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Stepper Motor Identification

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Joseph Noci 126/10/2018 13:07:03
671 forum posts
890 photos

Whilst the gear isn't perfect, the error doesn't accumulate at one end!

That is true in part; the error is added to each subsequent tooth, not just to the end, but the net effect is as Alan describes - Imagine cutting 100 teeth of 1mm pitch onto the periphery of a blank 100mm in circumference. If you rotate the blank precisely 1 circumferential mm all the teeth fit fine, and start and end are in place. But step , to exaggerate, 1.1 mm, and the Final Cut ( Floyd, again..) will destroy the first few teeth.

The first tooth is in place - zero steps, the second is at 1.1mm from that, the third 1.1mm from the second and so on. The hundredth ( 100 teeth worth of stepper steps..) tooth is 100*1.1mm from tooth zero - 110 mm, instead of at 100mm, ie, back at tooth zero . So we just destroyed the first 10 teeth..

Obviously I have exaggerated the step per tooth error grossly to illustrate the point, and that is the effect of Alan's current integer problem - pedantic perhaps, since thinning the last tooth ( remember its opposite flank was cut in the first cut and so fixed in place) by 1.6 percent is probably irrelevant for the intended use. I have not checked the math to see if the 1.6% is correct - seems low at first , but if correct, ignore it perhaps.

The spread of the CONSTANT error is not the (only) problem - the final end point is - all the errors have added to themselves along the way.

The effect is made worse if the blank does more than one rotation - the error simply adds the integer excess onto the last position so it will accumulate all the way, thinning every tooth as it goes, UNLESS Alan's software can reset the pulse generator count accumulator back to zero at the zero tooth position, in which case the errors remain the same for each blank rotation.

Interpolation such as with Bresenham's still spreads the error, but adds or subtracts it from the pulse stream so that it does not accumulate sequentially on itself. At some point the count error with be fractionally ahead, then behind, and occasionally spot on.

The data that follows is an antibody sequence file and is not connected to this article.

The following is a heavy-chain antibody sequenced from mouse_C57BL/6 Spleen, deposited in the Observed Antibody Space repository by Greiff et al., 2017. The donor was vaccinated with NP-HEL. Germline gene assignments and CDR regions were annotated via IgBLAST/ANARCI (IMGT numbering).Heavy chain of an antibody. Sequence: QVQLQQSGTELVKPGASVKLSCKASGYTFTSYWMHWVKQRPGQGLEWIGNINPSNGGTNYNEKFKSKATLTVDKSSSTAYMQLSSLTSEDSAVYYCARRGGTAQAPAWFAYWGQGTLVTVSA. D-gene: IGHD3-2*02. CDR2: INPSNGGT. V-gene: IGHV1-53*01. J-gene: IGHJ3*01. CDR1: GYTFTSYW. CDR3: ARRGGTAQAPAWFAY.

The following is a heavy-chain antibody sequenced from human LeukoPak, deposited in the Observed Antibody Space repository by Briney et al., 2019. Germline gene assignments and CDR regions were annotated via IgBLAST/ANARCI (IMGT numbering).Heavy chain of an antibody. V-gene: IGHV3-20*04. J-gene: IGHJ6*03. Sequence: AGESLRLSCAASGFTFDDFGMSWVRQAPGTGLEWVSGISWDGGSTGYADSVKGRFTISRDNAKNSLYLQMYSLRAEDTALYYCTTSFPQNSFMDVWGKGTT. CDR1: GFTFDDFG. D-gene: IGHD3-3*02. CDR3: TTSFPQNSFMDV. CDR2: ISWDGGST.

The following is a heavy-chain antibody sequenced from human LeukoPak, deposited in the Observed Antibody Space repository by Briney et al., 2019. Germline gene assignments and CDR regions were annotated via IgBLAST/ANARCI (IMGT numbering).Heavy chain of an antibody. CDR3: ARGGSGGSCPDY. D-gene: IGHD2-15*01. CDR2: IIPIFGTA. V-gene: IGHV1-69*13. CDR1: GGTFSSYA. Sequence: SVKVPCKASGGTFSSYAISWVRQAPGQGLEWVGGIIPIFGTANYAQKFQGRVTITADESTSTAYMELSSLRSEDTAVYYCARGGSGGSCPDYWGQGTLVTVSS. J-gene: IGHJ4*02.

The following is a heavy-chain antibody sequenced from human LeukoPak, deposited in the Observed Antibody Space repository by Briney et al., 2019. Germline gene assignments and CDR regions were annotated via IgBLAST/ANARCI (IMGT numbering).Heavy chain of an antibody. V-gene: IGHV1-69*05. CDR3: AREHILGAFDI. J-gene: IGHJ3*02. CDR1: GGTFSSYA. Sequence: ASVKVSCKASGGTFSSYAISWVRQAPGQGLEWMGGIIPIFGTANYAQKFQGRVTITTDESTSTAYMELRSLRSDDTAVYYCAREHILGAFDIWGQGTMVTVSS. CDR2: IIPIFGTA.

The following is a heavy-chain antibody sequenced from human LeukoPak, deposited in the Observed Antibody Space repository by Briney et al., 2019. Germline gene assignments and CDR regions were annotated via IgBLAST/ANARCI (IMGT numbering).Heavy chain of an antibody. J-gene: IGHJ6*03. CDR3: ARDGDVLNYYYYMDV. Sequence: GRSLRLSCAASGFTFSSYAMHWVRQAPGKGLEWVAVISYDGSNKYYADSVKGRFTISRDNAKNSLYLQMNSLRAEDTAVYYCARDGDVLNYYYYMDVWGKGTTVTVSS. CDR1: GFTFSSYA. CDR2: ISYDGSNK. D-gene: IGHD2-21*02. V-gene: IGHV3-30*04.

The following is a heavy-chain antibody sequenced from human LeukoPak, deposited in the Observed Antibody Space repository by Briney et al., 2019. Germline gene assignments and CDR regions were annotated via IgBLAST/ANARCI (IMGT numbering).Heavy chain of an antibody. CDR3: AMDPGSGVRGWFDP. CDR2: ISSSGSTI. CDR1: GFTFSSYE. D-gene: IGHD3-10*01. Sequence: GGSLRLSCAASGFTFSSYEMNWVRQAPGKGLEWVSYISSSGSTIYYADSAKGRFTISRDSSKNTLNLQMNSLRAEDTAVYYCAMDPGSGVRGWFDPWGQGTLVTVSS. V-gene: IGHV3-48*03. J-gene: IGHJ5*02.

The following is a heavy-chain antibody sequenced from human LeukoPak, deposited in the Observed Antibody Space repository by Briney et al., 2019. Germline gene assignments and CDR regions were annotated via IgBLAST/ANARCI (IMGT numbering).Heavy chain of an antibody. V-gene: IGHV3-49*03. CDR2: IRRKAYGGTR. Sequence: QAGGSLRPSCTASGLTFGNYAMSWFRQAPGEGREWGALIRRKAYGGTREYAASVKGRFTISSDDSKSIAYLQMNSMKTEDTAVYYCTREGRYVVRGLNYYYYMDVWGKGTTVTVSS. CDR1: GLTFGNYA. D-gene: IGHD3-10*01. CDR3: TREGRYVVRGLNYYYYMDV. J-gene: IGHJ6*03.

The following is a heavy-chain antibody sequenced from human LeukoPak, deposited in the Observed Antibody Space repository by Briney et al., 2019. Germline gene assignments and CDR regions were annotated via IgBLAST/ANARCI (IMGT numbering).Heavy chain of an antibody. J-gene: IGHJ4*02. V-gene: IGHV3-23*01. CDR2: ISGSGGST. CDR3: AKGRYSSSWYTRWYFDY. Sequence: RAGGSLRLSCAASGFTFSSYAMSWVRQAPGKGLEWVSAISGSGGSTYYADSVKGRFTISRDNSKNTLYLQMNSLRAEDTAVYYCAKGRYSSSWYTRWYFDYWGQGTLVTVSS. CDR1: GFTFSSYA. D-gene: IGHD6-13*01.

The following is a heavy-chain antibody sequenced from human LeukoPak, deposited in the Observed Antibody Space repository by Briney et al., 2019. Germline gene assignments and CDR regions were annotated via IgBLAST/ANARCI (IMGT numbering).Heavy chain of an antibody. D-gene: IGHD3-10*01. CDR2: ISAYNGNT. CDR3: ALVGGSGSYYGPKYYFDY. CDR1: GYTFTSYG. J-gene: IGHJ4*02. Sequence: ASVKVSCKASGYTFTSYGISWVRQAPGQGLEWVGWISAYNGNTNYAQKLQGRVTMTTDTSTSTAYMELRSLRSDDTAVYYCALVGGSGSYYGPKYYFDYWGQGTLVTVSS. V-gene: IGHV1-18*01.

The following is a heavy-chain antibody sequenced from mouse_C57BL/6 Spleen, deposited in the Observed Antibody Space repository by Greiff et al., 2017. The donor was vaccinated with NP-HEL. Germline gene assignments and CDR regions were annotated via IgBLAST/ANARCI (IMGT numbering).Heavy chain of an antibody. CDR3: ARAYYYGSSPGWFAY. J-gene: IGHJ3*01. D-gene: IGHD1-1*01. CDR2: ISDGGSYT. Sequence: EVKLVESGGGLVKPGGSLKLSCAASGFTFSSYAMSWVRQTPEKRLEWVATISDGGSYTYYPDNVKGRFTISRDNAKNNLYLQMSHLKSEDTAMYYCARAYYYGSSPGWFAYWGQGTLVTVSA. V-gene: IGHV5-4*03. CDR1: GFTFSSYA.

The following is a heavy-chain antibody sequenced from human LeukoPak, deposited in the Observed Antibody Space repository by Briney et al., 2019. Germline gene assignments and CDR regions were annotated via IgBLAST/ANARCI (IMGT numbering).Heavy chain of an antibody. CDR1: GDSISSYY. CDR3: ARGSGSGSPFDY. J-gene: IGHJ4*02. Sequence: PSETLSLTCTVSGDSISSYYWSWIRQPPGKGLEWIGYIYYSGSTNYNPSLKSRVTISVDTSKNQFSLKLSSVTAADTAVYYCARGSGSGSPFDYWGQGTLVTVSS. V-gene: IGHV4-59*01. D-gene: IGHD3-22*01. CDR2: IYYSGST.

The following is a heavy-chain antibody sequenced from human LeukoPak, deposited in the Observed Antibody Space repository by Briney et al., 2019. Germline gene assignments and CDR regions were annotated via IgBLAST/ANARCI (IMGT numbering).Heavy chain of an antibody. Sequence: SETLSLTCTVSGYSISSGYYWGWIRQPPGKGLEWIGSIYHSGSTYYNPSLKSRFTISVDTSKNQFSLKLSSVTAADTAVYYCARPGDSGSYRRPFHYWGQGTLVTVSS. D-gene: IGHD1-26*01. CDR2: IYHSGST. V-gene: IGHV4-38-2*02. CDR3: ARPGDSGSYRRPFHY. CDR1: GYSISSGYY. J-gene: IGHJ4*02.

Joe

Edited By Joseph Noci 1 on 26/10/2018 13:07:30

SillyOldDuffer26/10/2018 13:17:13
5767 forum posts
1230 photos
Posted by Michael Gilligan on 26/10/2018 12:44:01:
Posted by SillyOldDuffer on 26/10/2018 12:06:35:

Here's a perfect 127 'toothed' 100mm diameter circle:

metric127errorperfect.jpg

.

An excellent post, Dave yes

But one question, if I may be so bold: ... In what sense is that division 'perfect' ?

So far as I am aware, very little to do with circles can be perfectly represented in the digital domain.

MichaelG.

I've got a good lawyer, and he says I obviously meant this definition: 'loosely, To bring nearer to perfection' - as per the Shorter Oxford Dictionary.

Truth is, I've been rumbled again! The circle is far from perfect, it's an approximation.

A better description: the circle is the best that can be drawn in QCAD using ISO 60559:2011 double precision floating point arithmetic, but then it was crunched by me into a 1024x728 pixel JPEG image for storage on the forum. When displayed the Browser and the Forum rescale it again, on my big screen it appears at 495× 371 pixels, you probably see something different.

Sort of makes my point about rounding error though. If you can't detect the effects rounding may not matter.

Dave

John Haine26/10/2018 13:54:59
3082 forum posts
162 photos
Posted by Michael Gilligan on 26/10/2018 12:44:01:
Posted by SillyOldDuffer on 26/10/2018 12:06:35:

Here's a perfect 127 'toothed' 100mm ....

So far as I am aware, very little to do with circles can be perfectly represented in the digital domain.

MichaelG.

Or indeed in the analogue!

SillyOldDuffer26/10/2018 14:07:54
5767 forum posts
1230 photos

Posted by Joseph Noci 1 on 26/10/2018 13:07:03:

...

The spread of the CONSTANT error is not the (only) problem - the final end point is - all the errors have added to themselves along the way.

The effect is made worse if the blank does more than one rotation - the error simply adds the integer excess onto the last position so it will accumulate all the way, thinning every tooth as it goes

...

Interpolation such as with Bresenham's still spreads the error, but adds or subtracts it from the pulse stream so that it does not accumulate sequentially on itself. At some point the count error with be fractionally ahead, then behind, and occasionally spot on.

Joe

Edited By Joseph Noci 1 on 26/10/2018 13:07:30

Thanks Joe, that makes sense.

While I was aware rounding can cause errors, I'd persuaded myself not to compensate for them on the basis that the effect would always be trivial in practice. Now I'm not so sure, particularly now you've pointed out that blanks may be cut with several rotations. If Alan's example were continued indefinitely, his teeth would be removed entirely, never a happy event!